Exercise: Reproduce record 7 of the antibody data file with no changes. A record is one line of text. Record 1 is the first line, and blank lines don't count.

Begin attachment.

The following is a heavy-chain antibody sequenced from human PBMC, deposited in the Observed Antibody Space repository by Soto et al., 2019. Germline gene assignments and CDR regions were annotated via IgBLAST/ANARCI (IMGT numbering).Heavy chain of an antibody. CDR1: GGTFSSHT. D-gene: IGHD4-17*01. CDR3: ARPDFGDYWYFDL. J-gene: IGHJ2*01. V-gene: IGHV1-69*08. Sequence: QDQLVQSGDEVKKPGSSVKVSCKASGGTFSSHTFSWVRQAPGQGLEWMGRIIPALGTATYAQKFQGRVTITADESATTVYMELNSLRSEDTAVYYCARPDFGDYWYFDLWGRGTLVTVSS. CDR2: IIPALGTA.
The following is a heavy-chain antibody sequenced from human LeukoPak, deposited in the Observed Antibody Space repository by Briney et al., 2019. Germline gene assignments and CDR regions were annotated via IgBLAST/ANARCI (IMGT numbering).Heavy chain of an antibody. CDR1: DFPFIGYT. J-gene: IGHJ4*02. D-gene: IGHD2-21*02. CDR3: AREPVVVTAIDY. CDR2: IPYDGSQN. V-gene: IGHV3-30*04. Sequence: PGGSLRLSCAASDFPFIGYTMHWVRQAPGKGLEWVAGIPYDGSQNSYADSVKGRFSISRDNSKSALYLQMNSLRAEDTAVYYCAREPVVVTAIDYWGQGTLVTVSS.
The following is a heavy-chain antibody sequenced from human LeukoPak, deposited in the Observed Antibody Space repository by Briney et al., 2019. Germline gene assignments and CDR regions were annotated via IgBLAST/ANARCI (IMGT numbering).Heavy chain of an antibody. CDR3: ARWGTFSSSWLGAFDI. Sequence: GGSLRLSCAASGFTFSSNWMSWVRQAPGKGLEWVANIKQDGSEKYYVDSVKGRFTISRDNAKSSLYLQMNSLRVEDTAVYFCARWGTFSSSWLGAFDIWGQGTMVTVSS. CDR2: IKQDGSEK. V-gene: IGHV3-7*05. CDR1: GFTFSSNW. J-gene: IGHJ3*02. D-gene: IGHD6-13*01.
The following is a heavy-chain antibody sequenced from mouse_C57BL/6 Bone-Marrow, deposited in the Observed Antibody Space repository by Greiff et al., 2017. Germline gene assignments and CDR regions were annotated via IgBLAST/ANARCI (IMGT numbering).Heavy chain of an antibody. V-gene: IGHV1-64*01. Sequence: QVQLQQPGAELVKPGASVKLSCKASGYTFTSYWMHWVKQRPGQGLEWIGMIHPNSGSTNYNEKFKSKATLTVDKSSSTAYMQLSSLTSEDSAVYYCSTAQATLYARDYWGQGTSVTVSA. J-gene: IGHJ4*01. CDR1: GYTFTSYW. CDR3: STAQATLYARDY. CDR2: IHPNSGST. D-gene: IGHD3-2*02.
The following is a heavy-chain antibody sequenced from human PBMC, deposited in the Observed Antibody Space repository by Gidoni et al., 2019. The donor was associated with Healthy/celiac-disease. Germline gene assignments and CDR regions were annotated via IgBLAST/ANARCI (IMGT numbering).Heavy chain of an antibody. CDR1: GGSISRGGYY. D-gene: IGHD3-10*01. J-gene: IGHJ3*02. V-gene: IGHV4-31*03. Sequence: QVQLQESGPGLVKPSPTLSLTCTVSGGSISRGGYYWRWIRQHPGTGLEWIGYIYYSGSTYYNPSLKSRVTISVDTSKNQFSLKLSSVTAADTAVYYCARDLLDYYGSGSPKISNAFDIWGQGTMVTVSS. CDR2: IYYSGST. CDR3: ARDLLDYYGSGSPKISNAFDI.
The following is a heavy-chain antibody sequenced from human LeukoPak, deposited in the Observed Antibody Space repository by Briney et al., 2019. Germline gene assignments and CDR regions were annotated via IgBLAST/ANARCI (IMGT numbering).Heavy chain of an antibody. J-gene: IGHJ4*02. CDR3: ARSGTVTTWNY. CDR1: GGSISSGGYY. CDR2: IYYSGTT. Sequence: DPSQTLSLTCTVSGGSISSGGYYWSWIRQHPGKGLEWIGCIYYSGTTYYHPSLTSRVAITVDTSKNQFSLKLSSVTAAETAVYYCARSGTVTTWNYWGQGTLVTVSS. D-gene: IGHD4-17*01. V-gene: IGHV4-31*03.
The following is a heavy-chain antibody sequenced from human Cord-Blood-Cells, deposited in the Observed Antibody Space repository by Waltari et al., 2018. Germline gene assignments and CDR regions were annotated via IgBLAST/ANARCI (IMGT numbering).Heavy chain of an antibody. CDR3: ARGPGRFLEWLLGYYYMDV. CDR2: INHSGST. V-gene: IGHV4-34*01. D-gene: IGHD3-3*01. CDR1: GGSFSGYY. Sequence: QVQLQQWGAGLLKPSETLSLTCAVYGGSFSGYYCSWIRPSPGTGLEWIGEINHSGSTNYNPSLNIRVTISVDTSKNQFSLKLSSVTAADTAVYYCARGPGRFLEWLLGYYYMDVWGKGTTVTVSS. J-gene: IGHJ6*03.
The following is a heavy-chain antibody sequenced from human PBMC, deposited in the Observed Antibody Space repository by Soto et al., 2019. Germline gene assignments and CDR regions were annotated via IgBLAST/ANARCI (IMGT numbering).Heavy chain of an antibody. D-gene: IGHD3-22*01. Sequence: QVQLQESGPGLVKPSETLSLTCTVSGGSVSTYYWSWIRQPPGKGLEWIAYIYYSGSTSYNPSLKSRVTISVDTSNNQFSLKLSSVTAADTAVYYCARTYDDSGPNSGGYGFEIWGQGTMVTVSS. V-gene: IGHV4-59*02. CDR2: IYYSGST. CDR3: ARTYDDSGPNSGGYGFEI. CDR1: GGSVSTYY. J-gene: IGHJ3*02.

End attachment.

The following is a heavy-chain antibody sequenced from human Cord-Blood-Cells, deposited in the Observed Antibody Space repository by Waltari et al., 2018. Germline gene assignments and CDR regions were annotated via IgBLAST/ANARCI (IMGT numbering).Heavy chain of an antibody. CDR3: ARGPGRFLEWLLGYYYMDV. CDR2: INHSGST. V-gene: IGHV4-34*01. D-gene: IGHD3-3*01. CDR1: GGSFSGYY. Sequence: QVQLQQWGAGLLKPSETLSLTCAVYGGSFSGYYCSWIRPSPGTGLEWIGEINHSGSTNYNPSLNIRVTISVDTSKNQFSLKLSSVTAADTAVYYCARGPGRFLEWLLGYYYMDVWGKGTTVTVSS. J-gene: IGHJ6*03.